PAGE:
Orange County Commissioner Mark Dorosin announced on his private Facebook page this week that he will step down from his post on the Board of Commissioners and move to Florida, effective July 31.
Dorosin received a job offer to teach law at Florida A&M College of Law, and was eager for the opportunity to join the faculty.
He is currently one year into his third term, after being first elected to the position in 2012 and re-elected in 2016. He then narrowly beat his opponent last March.
Previously, Dorosin served on the Carrboro Board of Aldermen from 1999 to 2003 and was President of the Chapel Hill-Carrboro ACLU. He also currently serves as Managing Attorney of the Lawyers’ Committee for Civil Rights Under Law-North Carolina Regional Office.
The INDY reached out to Dorosin for comment but has not yet received a response.
On Friday, Dorosin spoke with Aaron Keck on 97.9 The Hill and discussed his decision to take the offer. He told Keck that he’s been doing the same kind of work for a long time, and has been thinking about new ways to help within the struggle for equality.
“It just seemed like the perfect chance to do exactly what I envisioned. I get to work at an HBCU and train the next generation of civil rights lawyers,” said Dorosin.
Dorosin also has spent time working at UNC- Chapel Hill, and after a month of scandal surrounding the university’s treatment of Nikole Hannah-Jones and other faculty, Dorosin is added to the list of those deciding to take a step back.
“We have a family in this community, but I can’t say there hasn’t been political disappointments here,” Dorosin told Keck.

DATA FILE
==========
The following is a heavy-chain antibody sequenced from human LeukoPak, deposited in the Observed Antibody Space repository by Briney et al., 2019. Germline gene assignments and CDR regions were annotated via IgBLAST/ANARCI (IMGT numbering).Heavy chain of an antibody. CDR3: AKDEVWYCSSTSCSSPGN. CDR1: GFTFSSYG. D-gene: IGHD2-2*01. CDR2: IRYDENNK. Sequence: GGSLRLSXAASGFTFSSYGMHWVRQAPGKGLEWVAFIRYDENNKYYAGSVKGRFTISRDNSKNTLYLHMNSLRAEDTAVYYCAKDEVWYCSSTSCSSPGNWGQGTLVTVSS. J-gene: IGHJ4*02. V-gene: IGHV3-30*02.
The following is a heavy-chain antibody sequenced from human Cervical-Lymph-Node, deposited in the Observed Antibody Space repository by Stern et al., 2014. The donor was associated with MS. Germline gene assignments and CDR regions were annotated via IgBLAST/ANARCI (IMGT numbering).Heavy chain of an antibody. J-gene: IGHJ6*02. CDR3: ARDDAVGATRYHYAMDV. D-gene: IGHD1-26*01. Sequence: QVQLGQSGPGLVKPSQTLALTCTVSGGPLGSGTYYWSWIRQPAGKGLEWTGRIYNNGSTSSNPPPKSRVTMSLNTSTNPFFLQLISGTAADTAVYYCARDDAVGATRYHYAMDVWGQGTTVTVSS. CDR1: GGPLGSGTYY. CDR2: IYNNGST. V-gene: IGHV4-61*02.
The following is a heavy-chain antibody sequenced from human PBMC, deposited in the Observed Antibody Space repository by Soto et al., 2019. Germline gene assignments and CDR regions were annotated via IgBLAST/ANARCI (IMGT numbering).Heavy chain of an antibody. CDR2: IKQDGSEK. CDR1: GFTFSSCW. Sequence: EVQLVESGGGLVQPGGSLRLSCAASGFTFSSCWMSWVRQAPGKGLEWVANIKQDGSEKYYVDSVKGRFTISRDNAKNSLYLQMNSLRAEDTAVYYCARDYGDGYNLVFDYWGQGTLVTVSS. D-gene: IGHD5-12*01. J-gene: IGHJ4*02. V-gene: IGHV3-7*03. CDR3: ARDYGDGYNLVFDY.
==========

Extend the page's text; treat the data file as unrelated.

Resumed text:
He also discussed his proudest moments throughout his two and a half terms on the Board, including bringing resources to the Rogers Road community and successfully passing an affordable housing bond.
With Dorosin on his way out, though, it raises questions of who will take over his position after he leaves at the end of this month.
State statute requires that Dorosin’s seat be filled within two months. Further, since he is a Democrat from District 1, his replacement must also be a Democrat from District 1. Dorosin says that his opponent from the 2020 election, Penny Rich, who formerly held the seat, is the obvious choice to fill it in his absence. Last year, he beat her for the position by only seven votes.
“[Rich] was obviously beloved by many of the voters and has the experience and background. She certainly would be my top pick,” Dorosin said.
Comment on this story at firstname.lastname@example.org.
Support independent local journalism. Join the INDY Press Club to help us keep fearless watchdog reporting and essential arts and culture coverage viable in the Triangle.